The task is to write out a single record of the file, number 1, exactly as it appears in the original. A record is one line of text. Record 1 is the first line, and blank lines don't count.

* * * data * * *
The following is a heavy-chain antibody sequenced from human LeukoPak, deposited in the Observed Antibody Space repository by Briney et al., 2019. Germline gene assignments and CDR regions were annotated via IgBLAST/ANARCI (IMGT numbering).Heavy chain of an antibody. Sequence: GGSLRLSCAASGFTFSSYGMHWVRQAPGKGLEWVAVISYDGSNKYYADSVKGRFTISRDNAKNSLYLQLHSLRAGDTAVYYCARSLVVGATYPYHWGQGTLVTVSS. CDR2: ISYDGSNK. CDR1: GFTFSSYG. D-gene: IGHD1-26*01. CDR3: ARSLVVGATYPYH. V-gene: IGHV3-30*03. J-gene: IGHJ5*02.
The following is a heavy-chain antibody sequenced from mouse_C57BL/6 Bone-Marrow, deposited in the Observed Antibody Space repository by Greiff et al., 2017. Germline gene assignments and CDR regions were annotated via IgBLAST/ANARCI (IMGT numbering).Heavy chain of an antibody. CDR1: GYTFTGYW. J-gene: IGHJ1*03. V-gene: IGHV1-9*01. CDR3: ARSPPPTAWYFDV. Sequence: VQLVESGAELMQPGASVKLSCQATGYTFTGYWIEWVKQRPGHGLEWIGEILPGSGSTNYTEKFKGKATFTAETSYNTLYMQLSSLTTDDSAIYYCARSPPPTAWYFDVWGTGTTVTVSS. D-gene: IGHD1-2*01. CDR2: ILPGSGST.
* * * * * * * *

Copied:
The following is a heavy-chain antibody sequenced from human LeukoPak, deposited in the Observed Antibody Space repository by Briney et al., 2019. Germline gene assignments and CDR regions were annotated via IgBLAST/ANARCI (IMGT numbering).Heavy chain of an antibody. Sequence: GGSLRLSCAASGFTFSSYGMHWVRQAPGKGLEWVAVISYDGSNKYYADSVKGRFTISRDNAKNSLYLQLHSLRAGDTAVYYCARSLVVGATYPYHWGQGTLVTVSS. CDR2: ISYDGSNK. CDR1: GFTFSSYG. D-gene: IGHD1-26*01. CDR3: ARSLVVGATYPYH. V-gene: IGHV3-30*03. J-gene: IGHJ5*02.